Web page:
It’s a bold claim. Two astronomers think they have spotted messages from not just one extraterrestrial civilisation, but 234 of them. The news has sparked a lively debate in the field as other astronomers think the claim is premature and are working fast to get to the bottom of the signals.
In 2012, Ermanno Borra at Laval University in Quebec suggested that an extraterrestrial civilisation might use a laser as a means of interstellar communication. If the little green men simply flashed a laser toward the Earth like a strobe light, we would see periodic bursts of light hidden in the spectrum of their host star. They would be incredibly faint and rapid, but a mathematical analysis could uncover them.
“The kind of energy needed to generate this signal is not crazy,” says Borra. In fact, Borra showed that technology we have on Earth today – specifically the Helios laser at the Lawrence Livermore National Laboratory – could generate that kind of signal, should we want to reveal ourselves to the cosmos.
With this in mind, Borra’s graduate student Eric Trottier combed through 2.5 million stars recorded by the Sloan Digital Sky Survey in search of such a signal. He found it, down to the exact shape, in 234 stars.
The overwhelming majority of those stars are in the same spectral class as the sun, which Borra says supports his hypothesis that this signature must be the result of extraterrestrial intelligent life. And with the data in hand, he thinks that 234 distinct civilisations are beaming pulses of the same periodicity (roughly 1.65 picoseconds) toward the Earth.
Borra and Trottier ruled out other possible explanations for the pattern, like rapid pulsations in the atmospheres of the stars themselves and rotational transitions in molecules. “We have to follow a scientific approach, not an emotional one,” says Borra. “But intuitively – my emotion speaks now – I strongly suspect that it’s an ETI signal.”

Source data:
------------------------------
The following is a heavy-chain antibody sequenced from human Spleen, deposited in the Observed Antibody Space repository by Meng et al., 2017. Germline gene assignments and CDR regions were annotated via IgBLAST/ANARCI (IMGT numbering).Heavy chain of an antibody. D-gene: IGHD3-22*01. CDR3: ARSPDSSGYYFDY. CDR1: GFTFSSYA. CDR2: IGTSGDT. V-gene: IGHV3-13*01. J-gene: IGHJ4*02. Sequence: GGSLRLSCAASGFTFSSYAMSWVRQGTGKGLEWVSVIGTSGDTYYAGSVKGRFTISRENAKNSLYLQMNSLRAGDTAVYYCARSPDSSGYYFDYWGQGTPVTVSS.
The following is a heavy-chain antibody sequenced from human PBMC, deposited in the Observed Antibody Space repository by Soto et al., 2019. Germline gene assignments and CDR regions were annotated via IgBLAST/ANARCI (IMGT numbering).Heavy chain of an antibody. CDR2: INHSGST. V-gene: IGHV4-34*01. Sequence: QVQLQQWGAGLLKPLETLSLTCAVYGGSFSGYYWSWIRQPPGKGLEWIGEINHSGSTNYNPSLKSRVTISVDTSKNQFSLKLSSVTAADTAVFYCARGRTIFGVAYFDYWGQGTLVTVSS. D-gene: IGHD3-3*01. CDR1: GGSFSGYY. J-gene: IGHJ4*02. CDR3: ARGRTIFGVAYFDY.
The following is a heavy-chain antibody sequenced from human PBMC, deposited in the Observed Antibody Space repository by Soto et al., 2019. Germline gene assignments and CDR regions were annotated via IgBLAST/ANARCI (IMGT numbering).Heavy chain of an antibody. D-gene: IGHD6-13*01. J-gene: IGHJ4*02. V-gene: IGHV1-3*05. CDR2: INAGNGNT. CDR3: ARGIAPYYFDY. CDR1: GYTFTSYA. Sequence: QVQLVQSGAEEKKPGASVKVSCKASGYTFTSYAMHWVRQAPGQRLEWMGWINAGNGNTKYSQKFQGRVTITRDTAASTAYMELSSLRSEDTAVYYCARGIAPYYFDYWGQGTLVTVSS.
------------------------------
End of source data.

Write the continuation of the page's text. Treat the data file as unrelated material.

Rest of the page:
Other astronomers think that Borra’s intuition might have run away with him.
“They don’t consider every natural possibility and jump prematurely to the supernatural – so to speak – conclusion,” says Peter Plavchan at Missouri State University in Springfield. “I think it’s way too premature to do that.”
“There is perhaps no bolder claim that one could make in observational astrophysics than the discovery of intelligent life beyond the Earth,” says Andrew Siemion, the director of the SETI Research Centre at the University of California Berkeley. “It’s an incredibly profound subject—and of course that’s why many of us devote our lives to the field and put so much energy into trying to answer these questions. But you can’t make such definitive statements about detections unless you’ve exhausted every possible means of follow-up.”
So that’s exactly what the Breakthrough Listen Initiative—a project headed by Siemion that searches for signs of intelligent life beyond Earth—will do. The team plans to observe several stars from Borra’s sample with the 2.4-meter Automated Planet Finder telescope at the Lick Observatory in California.
Borra is excited to see that others are taking the reins. “At this stage, the signal is so strange, that although our detailed analysis seems to indicate that it is a real signal, it has to be validated with more work,” he says.
Still, the Breakthrough Listen team doesn’t share Borra’s enthusiasm. According to a statement, they have rated the detection as a zero to 1 on the Rio Scale for SETI observations, meaning that it is insignificant.
In fact, Siemion thinks the spectral patterns were likely caused by errors in calibration or data analysis. And Plavchan agrees. He points to several steps in the team’s data analysis that “scared him” because they didn’t consider how those steps might affect their results—a red flag in any scientific claim. At the end of the day, the signal probably comes down to a human error, he says.
“It’s not a bad idea to look for a signal, it’s just that they didn’t do their homework,” says Plavchan.